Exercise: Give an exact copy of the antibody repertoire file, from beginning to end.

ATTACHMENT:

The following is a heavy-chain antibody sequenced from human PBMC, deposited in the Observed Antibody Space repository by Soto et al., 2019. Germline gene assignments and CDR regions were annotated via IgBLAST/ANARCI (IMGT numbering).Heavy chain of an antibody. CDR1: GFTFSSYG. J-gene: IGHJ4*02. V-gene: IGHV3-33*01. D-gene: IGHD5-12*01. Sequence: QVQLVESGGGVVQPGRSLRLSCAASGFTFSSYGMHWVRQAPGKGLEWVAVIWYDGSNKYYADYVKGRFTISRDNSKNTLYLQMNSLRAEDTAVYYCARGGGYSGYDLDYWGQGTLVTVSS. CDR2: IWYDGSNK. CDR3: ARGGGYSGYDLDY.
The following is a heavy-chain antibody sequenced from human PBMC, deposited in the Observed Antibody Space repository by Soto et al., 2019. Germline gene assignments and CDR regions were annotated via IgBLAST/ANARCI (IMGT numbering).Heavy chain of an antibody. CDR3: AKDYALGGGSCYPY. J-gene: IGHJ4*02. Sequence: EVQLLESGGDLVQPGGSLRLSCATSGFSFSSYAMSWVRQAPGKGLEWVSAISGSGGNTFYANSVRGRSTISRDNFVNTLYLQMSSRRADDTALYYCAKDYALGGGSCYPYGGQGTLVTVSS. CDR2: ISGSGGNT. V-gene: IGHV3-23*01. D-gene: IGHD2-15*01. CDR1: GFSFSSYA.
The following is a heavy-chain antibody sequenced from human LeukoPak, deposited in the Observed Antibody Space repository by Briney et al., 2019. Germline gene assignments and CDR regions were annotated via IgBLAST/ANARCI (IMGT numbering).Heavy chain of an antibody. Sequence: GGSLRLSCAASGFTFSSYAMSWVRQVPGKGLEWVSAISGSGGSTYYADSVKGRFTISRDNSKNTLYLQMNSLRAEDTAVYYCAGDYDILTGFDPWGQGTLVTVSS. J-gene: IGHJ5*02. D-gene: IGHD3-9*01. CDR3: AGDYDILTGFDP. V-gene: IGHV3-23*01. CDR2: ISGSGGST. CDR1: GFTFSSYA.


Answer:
The following is a heavy-chain antibody sequenced from human PBMC, deposited in the Observed Antibody Space repository by Soto et al., 2019. Germline gene assignments and CDR regions were annotated via IgBLAST/ANARCI (IMGT numbering).Heavy chain of an antibody. CDR1: GFTFSSYG. J-gene: IGHJ4*02. V-gene: IGHV3-33*01. D-gene: IGHD5-12*01. Sequence: QVQLVESGGGVVQPGRSLRLSCAASGFTFSSYGMHWVRQAPGKGLEWVAVIWYDGSNKYYADYVKGRFTISRDNSKNTLYLQMNSLRAEDTAVYYCARGGGYSGYDLDYWGQGTLVTVSS. CDR2: IWYDGSNK. CDR3: ARGGGYSGYDLDY.
The following is a heavy-chain antibody sequenced from human PBMC, deposited in the Observed Antibody Space repository by Soto et al., 2019. Germline gene assignments and CDR regions were annotated via IgBLAST/ANARCI (IMGT numbering).Heavy chain of an antibody. CDR3: AKDYALGGGSCYPY. J-gene: IGHJ4*02. Sequence: EVQLLESGGDLVQPGGSLRLSCATSGFSFSSYAMSWVRQAPGKGLEWVSAISGSGGNTFYANSVRGRSTISRDNFVNTLYLQMSSRRADDTALYYCAKDYALGGGSCYPYGGQGTLVTVSS. CDR2: ISGSGGNT. V-gene: IGHV3-23*01. D-gene: IGHD2-15*01. CDR1: GFSFSSYA.
The following is a heavy-chain antibody sequenced from human LeukoPak, deposited in the Observed Antibody Space repository by Briney et al., 2019. Germline gene assignments and CDR regions were annotated via IgBLAST/ANARCI (IMGT numbering).Heavy chain of an antibody. Sequence: GGSLRLSCAASGFTFSSYAMSWVRQVPGKGLEWVSAISGSGGSTYYADSVKGRFTISRDNSKNTLYLQMNSLRAEDTAVYYCAGDYDILTGFDPWGQGTLVTVSS. J-gene: IGHJ5*02. D-gene: IGHD3-9*01. CDR3: AGDYDILTGFDP. V-gene: IGHV3-23*01. CDR2: ISGSGGST. CDR1: GFTFSSYA.